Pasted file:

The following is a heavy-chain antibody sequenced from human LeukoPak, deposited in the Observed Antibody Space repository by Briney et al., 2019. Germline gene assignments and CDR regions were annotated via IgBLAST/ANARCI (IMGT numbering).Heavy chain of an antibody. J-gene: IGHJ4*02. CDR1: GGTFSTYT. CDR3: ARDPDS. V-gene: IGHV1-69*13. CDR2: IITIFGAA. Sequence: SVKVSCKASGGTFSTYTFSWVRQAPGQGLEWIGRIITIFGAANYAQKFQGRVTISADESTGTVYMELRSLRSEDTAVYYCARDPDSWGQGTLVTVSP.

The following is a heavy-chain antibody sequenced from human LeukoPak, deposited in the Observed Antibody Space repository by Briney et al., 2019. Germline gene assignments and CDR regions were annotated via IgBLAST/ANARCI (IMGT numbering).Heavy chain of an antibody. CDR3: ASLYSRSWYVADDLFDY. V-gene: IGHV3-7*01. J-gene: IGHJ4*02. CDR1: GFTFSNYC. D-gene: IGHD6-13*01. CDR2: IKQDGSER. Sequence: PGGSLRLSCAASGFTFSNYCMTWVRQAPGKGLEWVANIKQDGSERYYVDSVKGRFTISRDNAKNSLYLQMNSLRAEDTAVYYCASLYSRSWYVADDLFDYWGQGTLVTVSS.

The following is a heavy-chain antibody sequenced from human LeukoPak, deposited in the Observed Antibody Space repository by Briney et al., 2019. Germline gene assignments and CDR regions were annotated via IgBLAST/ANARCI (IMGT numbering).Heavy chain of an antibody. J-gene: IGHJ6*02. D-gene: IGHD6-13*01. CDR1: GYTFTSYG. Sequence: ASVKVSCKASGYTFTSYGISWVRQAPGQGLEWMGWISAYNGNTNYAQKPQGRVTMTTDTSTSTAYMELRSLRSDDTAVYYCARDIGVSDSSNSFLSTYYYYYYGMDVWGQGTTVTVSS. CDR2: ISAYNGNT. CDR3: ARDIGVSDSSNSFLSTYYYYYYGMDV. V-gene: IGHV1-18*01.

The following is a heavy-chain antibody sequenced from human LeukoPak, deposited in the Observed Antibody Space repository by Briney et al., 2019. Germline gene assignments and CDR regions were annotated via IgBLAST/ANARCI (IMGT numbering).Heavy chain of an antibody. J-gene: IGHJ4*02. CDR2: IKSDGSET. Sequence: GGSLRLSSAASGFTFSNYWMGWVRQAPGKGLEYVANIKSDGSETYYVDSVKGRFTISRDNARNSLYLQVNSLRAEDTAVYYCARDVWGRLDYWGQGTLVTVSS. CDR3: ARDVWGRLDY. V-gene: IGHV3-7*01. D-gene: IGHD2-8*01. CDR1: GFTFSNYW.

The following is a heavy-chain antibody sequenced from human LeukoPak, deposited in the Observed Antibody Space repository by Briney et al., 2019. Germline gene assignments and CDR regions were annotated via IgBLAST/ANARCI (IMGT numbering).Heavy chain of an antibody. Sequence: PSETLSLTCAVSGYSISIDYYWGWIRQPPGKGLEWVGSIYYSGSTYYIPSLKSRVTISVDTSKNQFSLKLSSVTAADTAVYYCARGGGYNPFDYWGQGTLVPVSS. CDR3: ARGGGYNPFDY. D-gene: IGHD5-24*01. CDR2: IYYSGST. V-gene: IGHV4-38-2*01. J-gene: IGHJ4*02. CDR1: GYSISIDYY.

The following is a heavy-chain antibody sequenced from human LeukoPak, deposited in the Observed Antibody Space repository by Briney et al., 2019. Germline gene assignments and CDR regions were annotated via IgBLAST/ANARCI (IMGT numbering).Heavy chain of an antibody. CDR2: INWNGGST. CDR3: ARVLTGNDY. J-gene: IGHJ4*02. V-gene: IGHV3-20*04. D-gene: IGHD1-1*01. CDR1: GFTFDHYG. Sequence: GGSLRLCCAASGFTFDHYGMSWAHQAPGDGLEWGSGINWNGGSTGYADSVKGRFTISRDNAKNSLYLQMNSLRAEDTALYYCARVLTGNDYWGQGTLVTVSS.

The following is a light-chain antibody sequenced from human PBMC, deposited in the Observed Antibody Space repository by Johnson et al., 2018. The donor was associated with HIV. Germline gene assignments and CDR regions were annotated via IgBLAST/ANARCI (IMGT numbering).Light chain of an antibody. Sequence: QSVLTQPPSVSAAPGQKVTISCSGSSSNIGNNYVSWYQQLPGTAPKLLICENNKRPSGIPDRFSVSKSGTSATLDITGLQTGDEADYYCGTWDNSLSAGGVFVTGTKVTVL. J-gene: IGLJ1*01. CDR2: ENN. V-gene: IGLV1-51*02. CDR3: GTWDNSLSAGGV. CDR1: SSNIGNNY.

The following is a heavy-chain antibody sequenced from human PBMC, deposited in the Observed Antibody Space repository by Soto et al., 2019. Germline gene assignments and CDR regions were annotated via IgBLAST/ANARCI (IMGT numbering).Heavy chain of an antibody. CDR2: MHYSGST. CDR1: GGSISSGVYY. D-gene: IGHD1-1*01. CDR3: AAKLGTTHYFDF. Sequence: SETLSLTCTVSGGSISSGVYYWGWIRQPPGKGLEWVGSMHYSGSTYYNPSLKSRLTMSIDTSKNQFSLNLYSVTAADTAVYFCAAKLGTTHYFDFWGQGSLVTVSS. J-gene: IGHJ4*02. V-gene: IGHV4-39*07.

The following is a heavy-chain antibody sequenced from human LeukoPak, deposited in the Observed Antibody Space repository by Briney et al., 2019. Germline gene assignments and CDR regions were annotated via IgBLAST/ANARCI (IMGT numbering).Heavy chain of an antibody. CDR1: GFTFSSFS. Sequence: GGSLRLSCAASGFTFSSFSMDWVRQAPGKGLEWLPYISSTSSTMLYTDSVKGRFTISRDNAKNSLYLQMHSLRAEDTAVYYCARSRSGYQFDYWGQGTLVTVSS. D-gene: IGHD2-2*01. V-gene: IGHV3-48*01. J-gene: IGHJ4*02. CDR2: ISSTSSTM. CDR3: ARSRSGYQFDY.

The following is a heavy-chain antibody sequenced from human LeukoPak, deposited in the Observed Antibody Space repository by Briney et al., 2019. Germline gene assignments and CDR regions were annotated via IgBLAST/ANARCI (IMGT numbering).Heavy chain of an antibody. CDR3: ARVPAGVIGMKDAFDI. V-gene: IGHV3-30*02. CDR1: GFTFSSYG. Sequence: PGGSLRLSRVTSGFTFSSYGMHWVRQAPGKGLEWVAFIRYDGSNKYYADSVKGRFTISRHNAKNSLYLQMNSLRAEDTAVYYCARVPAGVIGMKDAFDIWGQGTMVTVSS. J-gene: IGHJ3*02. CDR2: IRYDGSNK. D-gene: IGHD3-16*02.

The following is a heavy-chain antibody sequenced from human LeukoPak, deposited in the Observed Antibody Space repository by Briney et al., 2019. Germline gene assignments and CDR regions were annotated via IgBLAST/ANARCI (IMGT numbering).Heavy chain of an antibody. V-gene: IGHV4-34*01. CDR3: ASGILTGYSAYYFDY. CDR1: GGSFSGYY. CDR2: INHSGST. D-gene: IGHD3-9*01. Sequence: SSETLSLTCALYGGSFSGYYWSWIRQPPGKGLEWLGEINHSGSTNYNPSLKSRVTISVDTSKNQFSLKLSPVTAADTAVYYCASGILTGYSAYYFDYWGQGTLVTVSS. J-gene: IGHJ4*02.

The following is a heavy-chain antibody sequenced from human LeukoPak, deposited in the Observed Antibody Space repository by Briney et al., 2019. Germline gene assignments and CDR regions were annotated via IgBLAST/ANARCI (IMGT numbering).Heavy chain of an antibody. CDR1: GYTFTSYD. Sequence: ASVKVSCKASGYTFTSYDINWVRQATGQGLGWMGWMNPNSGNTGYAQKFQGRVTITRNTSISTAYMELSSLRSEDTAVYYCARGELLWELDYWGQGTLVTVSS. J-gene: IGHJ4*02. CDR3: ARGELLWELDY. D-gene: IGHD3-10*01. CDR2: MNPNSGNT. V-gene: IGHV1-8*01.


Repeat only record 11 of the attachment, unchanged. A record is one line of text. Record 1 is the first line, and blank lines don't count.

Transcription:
The following is a heavy-chain antibody sequenced from human LeukoPak, deposited in the Observed Antibody Space repository by Briney et al., 2019. Germline gene assignments and CDR regions were annotated via IgBLAST/ANARCI (IMGT numbering).Heavy chain of an antibody. V-gene: IGHV4-34*01. CDR3: ASGILTGYSAYYFDY. CDR1: GGSFSGYY. CDR2: INHSGST. D-gene: IGHD3-9*01. Sequence: SSETLSLTCALYGGSFSGYYWSWIRQPPGKGLEWLGEINHSGSTNYNPSLKSRVTISVDTSKNQFSLKLSPVTAADTAVYYCASGILTGYSAYYFDYWGQGTLVTVSS. J-gene: IGHJ4*02.